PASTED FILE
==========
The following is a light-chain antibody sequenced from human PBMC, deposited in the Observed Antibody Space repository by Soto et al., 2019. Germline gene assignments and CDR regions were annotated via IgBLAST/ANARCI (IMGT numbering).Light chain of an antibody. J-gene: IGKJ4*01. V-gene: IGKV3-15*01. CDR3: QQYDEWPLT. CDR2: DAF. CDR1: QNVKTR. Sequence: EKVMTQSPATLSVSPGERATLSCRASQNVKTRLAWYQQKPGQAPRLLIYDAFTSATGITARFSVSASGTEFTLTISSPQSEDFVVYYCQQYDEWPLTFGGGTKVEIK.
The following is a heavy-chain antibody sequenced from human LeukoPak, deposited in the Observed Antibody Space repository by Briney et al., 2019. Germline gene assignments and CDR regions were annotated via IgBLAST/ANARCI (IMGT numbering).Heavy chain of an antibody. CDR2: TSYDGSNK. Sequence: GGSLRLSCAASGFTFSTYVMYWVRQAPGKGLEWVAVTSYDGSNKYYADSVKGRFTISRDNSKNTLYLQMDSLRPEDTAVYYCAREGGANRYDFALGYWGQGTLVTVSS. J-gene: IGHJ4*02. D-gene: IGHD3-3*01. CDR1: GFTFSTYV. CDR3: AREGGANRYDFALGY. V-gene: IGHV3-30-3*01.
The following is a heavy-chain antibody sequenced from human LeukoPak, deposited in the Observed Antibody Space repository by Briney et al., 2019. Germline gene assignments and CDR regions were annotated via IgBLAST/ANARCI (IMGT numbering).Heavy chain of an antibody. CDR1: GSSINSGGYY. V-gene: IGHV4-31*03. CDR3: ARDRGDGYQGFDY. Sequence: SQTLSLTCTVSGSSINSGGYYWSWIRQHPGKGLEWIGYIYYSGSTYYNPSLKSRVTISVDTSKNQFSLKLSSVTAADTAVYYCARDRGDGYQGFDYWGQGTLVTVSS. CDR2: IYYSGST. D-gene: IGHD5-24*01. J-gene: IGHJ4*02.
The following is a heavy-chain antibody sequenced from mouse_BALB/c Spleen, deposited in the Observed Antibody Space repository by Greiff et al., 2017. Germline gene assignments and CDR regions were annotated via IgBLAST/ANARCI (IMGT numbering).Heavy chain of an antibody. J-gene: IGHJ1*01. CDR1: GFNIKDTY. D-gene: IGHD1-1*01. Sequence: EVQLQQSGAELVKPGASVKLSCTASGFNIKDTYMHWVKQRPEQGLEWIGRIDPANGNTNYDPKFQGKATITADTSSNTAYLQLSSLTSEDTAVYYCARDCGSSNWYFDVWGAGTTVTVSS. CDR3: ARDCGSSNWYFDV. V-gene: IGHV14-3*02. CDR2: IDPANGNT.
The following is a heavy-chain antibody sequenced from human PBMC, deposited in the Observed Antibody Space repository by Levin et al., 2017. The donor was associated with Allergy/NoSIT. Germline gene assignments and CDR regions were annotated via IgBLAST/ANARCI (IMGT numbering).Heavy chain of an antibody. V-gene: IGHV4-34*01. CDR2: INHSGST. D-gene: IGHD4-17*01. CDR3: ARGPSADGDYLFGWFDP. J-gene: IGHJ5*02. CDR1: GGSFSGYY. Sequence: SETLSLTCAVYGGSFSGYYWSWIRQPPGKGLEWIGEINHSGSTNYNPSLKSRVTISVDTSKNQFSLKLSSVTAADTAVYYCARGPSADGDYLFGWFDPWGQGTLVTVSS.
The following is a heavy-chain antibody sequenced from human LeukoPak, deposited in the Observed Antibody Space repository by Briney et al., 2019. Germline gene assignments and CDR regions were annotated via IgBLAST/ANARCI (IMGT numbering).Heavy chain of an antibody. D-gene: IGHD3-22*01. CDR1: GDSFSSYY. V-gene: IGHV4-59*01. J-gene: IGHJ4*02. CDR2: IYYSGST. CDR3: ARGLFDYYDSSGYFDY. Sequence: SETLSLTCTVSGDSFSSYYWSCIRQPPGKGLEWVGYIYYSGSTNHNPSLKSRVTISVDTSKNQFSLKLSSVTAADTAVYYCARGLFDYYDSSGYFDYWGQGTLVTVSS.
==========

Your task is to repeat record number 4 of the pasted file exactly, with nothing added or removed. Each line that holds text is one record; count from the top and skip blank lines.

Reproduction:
The following is a heavy-chain antibody sequenced from mouse_BALB/c Spleen, deposited in the Observed Antibody Space repository by Greiff et al., 2017. Germline gene assignments and CDR regions were annotated via IgBLAST/ANARCI (IMGT numbering).Heavy chain of an antibody. J-gene: IGHJ1*01. CDR1: GFNIKDTY. D-gene: IGHD1-1*01. Sequence: EVQLQQSGAELVKPGASVKLSCTASGFNIKDTYMHWVKQRPEQGLEWIGRIDPANGNTNYDPKFQGKATITADTSSNTAYLQLSSLTSEDTAVYYCARDCGSSNWYFDVWGAGTTVTVSS. CDR3: ARDCGSSNWYFDV. V-gene: IGHV14-3*02. CDR2: IDPANGNT.